Sometimes the best ideas are the ones that are elegantly simple.
Up until I saw these photos, I automatically assumed that the political and the “social conscience” side of the World Cup story, which has been so much in the foreground, would completely give way to those shining FIFA temples. Surely the presence, the moral symbolism and the visual counterweight of the favela (or the striking municipal worker) would drop off the media radar once the games began, as the partying and the international rivalries and the celebrities and the mega-brands (consumer products and services, as well as the rock stars on the field) came online.
In the past few months, and especially the past few weeks, the World Cup coverage has indeed been schizophrenic. There has been intense coverage of public disaffection detailing how, and how far the Brazilian citizens have come up short in terms of the tournament’s cost-benefit ratio. At the same time, soccer, or futbol, is the world’s game, and just as much coverage (in anticipation of one of the world’s purest one month highs) has involved the standard fun and games.
…Which is to say that what Mario Tama achieves in these photos is quite profound. What he’s done is to capture both narratives and the tension between them, in the most brilliant light and within the very same frame requiring each to reflect on the other. The photo above does exactly what I’ve described, implying dialogue and, certainly, tension, too, between the favela as moral equal as opposed to the favela as simply the first stop and a tragically-beautiful warm up act.
There are twenty-five photos in the wonderfully edited photo-feature at TIME, one of the photos we looked at quite closely here at BagNews (Concern and Eroticism: Wire Services Warm Up for Brazil and World Cup back on May 18th.) Impressively, the images address many themes, including the physical and visual fallout of the government gashing and severing impoverished neighborhoods to make way for the games. I’m just concentrating on the photos that literally juxtapose the soccer stadium with the favela, however, and those citizens that likely won’t be crossing the turnstiles.
There is no way to understand or appreciate this photo without the caption. This one reads:
A boy looks out for a fallen kite as kids fly kites in the Mangueira favela which overlooks famed Maracana Stadium on June 5, 2014 in Rio de Janeiro.
Besides the biting contrast of the futuristic white oval with the rust-stained concrete walls and the torn away chain link fence, what’s brilliant is the rest of the action. There, before this kid, is what you’d imagine as every boy’s dream (soccer in Brazil very much a boy’s thing) — the sports event of a lifetime, Brazil the favorite, no less, not just in your backyard but in front of your eyes. And yet, in the most political statement one could make, the focus of the kid is not on futbol or the city, but something, in his own community, he could launch himself.
And then there’s this shot, the most editorial of the three. The caption reads:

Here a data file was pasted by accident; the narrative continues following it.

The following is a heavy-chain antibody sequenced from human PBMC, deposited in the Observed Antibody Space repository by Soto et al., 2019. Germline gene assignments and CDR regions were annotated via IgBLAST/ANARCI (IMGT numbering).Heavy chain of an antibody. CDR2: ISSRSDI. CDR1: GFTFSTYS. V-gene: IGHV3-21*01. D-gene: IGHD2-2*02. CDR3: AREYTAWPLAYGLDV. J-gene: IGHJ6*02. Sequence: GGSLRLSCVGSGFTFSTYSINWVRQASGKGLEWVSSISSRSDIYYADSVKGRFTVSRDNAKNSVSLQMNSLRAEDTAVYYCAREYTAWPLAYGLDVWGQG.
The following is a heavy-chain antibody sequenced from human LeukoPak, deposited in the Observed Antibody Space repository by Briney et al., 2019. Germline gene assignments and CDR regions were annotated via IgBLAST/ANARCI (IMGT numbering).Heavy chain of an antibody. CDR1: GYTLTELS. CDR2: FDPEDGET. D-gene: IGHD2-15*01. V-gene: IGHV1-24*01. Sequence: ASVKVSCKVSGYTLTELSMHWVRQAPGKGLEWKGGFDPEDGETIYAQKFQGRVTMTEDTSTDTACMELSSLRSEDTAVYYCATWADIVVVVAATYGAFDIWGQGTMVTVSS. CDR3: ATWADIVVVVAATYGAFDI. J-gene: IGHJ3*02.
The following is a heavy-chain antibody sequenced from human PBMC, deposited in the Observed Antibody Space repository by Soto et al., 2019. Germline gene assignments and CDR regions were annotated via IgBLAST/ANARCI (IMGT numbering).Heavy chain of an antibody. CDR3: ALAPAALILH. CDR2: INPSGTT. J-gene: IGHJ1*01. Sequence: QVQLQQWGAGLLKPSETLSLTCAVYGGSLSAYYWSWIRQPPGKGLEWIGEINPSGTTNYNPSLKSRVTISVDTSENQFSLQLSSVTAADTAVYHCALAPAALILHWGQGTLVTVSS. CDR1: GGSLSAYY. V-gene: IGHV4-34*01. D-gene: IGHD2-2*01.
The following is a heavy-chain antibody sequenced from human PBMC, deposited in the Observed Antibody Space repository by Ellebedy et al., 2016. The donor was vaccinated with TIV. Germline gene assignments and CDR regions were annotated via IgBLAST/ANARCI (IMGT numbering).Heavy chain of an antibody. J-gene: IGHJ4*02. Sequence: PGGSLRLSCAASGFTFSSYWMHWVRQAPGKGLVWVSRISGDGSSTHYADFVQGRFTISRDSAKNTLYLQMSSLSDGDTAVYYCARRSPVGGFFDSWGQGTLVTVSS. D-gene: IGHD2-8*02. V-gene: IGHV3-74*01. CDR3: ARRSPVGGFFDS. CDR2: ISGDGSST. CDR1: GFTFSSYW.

A trash fire burns due to the lack of government assistance of trash disposal in the Mangueira favela, which overlooks the famed Maracana Stadium on June 5, 2014 in Rio de Janeiro.
It’s a jarring picture — if just for expressing the looming power and impact of the stadium by leaving it out. From the photo, we imagine how glorious and bathed in light that stadium must be. But it’s ominous, too. Although sunken, it still seems responsible — absorbing all the energy — for these children, and the waste, remaining in the shadows. Even further, given all the distress, one could imagine it’s the stadium on fire.
The stadium aside, I wanted to say a few words about this shot, and how much and well it mines the same political dichotomy. This caption reads:
A boy shows off his soccer skills in the Complexo do Alemao pacified favela on March 23, 2014 in Rio de Janeiro.
Too often over the past few weeks (with this, just yesterday, as a glaring example), photos of kids playing soccer in the favelas have felt like an utter distraction from the reality at hand (for us and the photo subjects), not to mention the idea (as we explored here, too) that soccer is the opiate of the masses. This is what makes the ball sitting stationary in front of the kid’s face so brilliant and insurgent. Soccer makes me blind. Soccer turns me into a civic mascot. Soccer prevents me from really being seen.
Given the tension involved, I’m curious if Tama is actually onto something bigger. What I’m wondering now is whether these images serve as a model, or a predictor, perhaps, of the upcoming coverage. Instead of the social stories functioning as due diligence, as preamble and warm up act, as the vegetables you had to consume before you can have your desert, imagine something more integrated. What if the coverage over the next four weeks did simultaneous justice to both the thrilling sports spectacle and the still present pain, social cost and the opportunity lost? What if the spectacle and the social conflict could actually share the same frame?
See the entire twenty-five photos at TIME here.
(photos: Mario Tama/Getty Images. photo 1 caption: Rio’s iconic Maracana Stadium is lit at dusk behind a favela on December 10, 2013 in Rio de Janeiro.)